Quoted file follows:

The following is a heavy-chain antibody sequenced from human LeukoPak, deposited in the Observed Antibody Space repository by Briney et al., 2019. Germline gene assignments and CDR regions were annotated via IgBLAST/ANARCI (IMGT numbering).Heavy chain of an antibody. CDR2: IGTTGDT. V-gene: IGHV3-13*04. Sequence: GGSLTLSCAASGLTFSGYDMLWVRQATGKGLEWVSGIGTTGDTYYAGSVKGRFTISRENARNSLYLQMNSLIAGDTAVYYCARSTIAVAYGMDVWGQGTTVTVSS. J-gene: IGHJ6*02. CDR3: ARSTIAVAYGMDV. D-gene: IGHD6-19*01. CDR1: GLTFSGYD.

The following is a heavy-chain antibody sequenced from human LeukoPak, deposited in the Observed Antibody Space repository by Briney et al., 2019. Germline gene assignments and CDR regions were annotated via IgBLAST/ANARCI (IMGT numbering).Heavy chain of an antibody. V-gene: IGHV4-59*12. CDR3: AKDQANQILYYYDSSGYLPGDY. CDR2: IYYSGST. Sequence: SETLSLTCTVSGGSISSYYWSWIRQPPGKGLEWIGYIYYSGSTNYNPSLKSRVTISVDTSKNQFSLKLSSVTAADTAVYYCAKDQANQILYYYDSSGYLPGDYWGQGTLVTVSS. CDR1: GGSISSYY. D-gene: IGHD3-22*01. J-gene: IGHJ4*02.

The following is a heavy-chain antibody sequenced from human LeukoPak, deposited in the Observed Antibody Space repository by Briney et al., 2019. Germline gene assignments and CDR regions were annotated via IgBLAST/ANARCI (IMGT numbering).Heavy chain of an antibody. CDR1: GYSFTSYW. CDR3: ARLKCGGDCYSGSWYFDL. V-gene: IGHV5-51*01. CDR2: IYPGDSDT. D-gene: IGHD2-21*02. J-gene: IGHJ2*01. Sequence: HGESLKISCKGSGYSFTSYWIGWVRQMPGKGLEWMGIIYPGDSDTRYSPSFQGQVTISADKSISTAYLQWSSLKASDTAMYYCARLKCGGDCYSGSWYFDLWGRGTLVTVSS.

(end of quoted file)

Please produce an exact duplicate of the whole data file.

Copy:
The following is a heavy-chain antibody sequenced from human LeukoPak, deposited in the Observed Antibody Space repository by Briney et al., 2019. Germline gene assignments and CDR regions were annotated via IgBLAST/ANARCI (IMGT numbering).Heavy chain of an antibody. CDR2: IGTTGDT. V-gene: IGHV3-13*04. Sequence: GGSLTLSCAASGLTFSGYDMLWVRQATGKGLEWVSGIGTTGDTYYAGSVKGRFTISRENARNSLYLQMNSLIAGDTAVYYCARSTIAVAYGMDVWGQGTTVTVSS. J-gene: IGHJ6*02. CDR3: ARSTIAVAYGMDV. D-gene: IGHD6-19*01. CDR1: GLTFSGYD.

The following is a heavy-chain antibody sequenced from human LeukoPak, deposited in the Observed Antibody Space repository by Briney et al., 2019. Germline gene assignments and CDR regions were annotated via IgBLAST/ANARCI (IMGT numbering).Heavy chain of an antibody. V-gene: IGHV4-59*12. CDR3: AKDQANQILYYYDSSGYLPGDY. CDR2: IYYSGST. Sequence: SETLSLTCTVSGGSISSYYWSWIRQPPGKGLEWIGYIYYSGSTNYNPSLKSRVTISVDTSKNQFSLKLSSVTAADTAVYYCAKDQANQILYYYDSSGYLPGDYWGQGTLVTVSS. CDR1: GGSISSYY. D-gene: IGHD3-22*01. J-gene: IGHJ4*02.

The following is a heavy-chain antibody sequenced from human LeukoPak, deposited in the Observed Antibody Space repository by Briney et al., 2019. Germline gene assignments and CDR regions were annotated via IgBLAST/ANARCI (IMGT numbering).Heavy chain of an antibody. CDR1: GYSFTSYW. CDR3: ARLKCGGDCYSGSWYFDL. V-gene: IGHV5-51*01. CDR2: IYPGDSDT. D-gene: IGHD2-21*02. J-gene: IGHJ2*01. Sequence: HGESLKISCKGSGYSFTSYWIGWVRQMPGKGLEWMGIIYPGDSDTRYSPSFQGQVTISADKSISTAYLQWSSLKASDTAMYYCARLKCGGDCYSGSWYFDLWGRGTLVTVSS.